In Crete, food is more than just a necessity, it’s a way of life. Wherever you stay on the island, you’ll be spoilt for choice whenever mealtimes come around, so be sure to pack your appetite. Rustic, rich and flavourful, traditional Cretan cuisine combines delicate herbs and dressings with free range meats and freshly caught seafood. As with the majority of Mediterranean cooking, the exact ingredients used will vary depending on the season, but whatever time of year you visit, be sure to sample the local olive oil – it’s some of the best in the world.
Away from the main tourist track, pay a visit to one of the island’s many hidden villages for a real insight into Cretan culture. Spend an afternoon watching the locals at work making traditional handicrafts, stopping off at a kafeneia (coffee house) for refreshments. If you’re lucky, you might catch a group of musicians taking part in a jam session. Stringed wooden instruments such as the lyre are often used to accompany traditional folk dances, as well as pan pipes and aulos, a type of flute.
Greece is full of ancient architecture and Crete is no different. There’s the evocative Palace of Knossos which was first discovered in 1878 and excavated again in 1900 by British archaeologist Sir Arthur Evans. Situated in a 1930s Bauhaus building, Heraklion Archaeological Museum is another highlight, and is one of the largest historical museums in Greece. Spanning across two storeys, the collection includes over 5,000 artefacts, dating as far back as the Neolithic period.
Rethymno, Crete’s Venetian-Ottoman quarter, is one of Crete’s most enchanting areas. If you’re in the mood for culture, there’s a Paleontological Museum, an Archaeological Museum, and a Museum of Contemporary Art, as well as a Historical and Folk Art Museum, housed inside a beautiful 17thcentury Venetian mansion. When you’ve got your culture fix, head to the harbour for a relaxing evening stroll, before enjoying a drink at one of the waterside tavernas.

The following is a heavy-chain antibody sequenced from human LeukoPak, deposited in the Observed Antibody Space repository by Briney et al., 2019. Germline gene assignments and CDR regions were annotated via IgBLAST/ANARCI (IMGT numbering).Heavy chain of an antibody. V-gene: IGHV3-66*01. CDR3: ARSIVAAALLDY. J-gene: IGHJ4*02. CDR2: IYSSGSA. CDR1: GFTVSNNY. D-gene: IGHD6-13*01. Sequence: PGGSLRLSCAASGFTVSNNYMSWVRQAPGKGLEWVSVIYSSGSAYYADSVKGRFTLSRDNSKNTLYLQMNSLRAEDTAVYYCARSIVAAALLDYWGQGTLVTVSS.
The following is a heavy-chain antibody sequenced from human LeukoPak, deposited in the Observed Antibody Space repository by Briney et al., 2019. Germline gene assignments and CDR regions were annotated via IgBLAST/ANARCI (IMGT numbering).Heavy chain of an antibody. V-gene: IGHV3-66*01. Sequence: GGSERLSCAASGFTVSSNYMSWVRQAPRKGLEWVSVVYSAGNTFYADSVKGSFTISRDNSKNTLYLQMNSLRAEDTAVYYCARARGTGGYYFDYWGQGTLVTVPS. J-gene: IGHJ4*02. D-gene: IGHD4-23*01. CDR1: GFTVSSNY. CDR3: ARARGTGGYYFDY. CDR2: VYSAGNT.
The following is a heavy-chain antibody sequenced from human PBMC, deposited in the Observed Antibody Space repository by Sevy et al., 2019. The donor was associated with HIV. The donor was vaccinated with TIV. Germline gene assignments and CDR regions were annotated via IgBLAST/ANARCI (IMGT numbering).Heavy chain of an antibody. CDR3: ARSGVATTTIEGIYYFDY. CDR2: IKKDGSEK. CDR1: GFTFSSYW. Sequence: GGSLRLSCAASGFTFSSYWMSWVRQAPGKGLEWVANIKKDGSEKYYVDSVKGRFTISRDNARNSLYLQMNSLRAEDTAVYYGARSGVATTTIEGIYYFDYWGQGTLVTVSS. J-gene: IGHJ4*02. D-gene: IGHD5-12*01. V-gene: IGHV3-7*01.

One of the biggest and most important museums in Greece, Herkalion Archaeological museum is a must for any holiday to Crete. Its extensive collection features over 5,500 artefacts from Cretan history and prehistory, spanning from the Neolithic period to Roman times. Built between 1937 and 1940, the two storey museum houses no less than 27 galleries, including exhibitions of traditional Minoan art, sculpture and artefacts.
With a host of fascinating museums, a beautiful Venetian harbour, and an impressive 15th century fortress, Rethymno is an absolute delight and a must for ay first-time visit to Crete. Spend some time exploring the Archaeological Museum and Paleontological Museum – keep an eye out for the fossilised skeleton of a dwarf Cretan elephant – before paying a visit to Agios Spyridon Church. Situated behind the fortress, built right into the cliff, this tiny Byzantine chapel is about as atmospheric as it gets.
A former leper colony, Spinalonga Island is a truly fascinating site. Because of its remote location off the northern tip of the peninsula, the island was used as a quarantine zone during the 1900s, when as many as 1,000 sufferers were housed there in squalid living conditions. Although the last patient left the island in 1957, today, the area remains a popular tourist attraction thanks to its prominence in Victoria Hislop’s 2005 bestseller, The Island. To get there, catch the ferry from Elounda to Dante’s Gate, and make your way through the 20-metre-long tunnel on to the ruins of the main hospital site, disinfection room and cemetery.
When you book a holiday to Crete, be sure to take advantage of the many local specialities on offer. The island is filled with traditional eateries and tavernas, each with their own delicacies to try. Hearty pre-cooked stews and casseroles (mayirefta) are part of the Cretan staple diet – the most popular being moussaka, pastitsio (layered macaroni and minced lamb) and yemista (stuffed roasted vegetables). Orektika (appetisers cooked to order) are typically served hot or cold, and popular dishes include melitzanosalata, a dip made from roasted aubergine and locally produced olive oil, lightly fried whitebait, and tzatziki, a fragrant combination of yoghurt, herbs and garlic.
In the summer, temperatures in Crete are usually in the mid-high 30s, with around 12 hours of sunshine each day and little or no rainfall. During the spring and autumn, the weather will be cooler, so expect anything from late teens to temperatures in the mid-20s.
If you are a British citizen, you don’t need a visa to enter Greece but you must have a valid passport. For the latest information on European travel regulations, visit www.gov.uk/foreign-travel-advice/greece/entry-requirements.
In Crete, the currency is the Euro (EUR).
The main langauge spoken in Crete is Greek.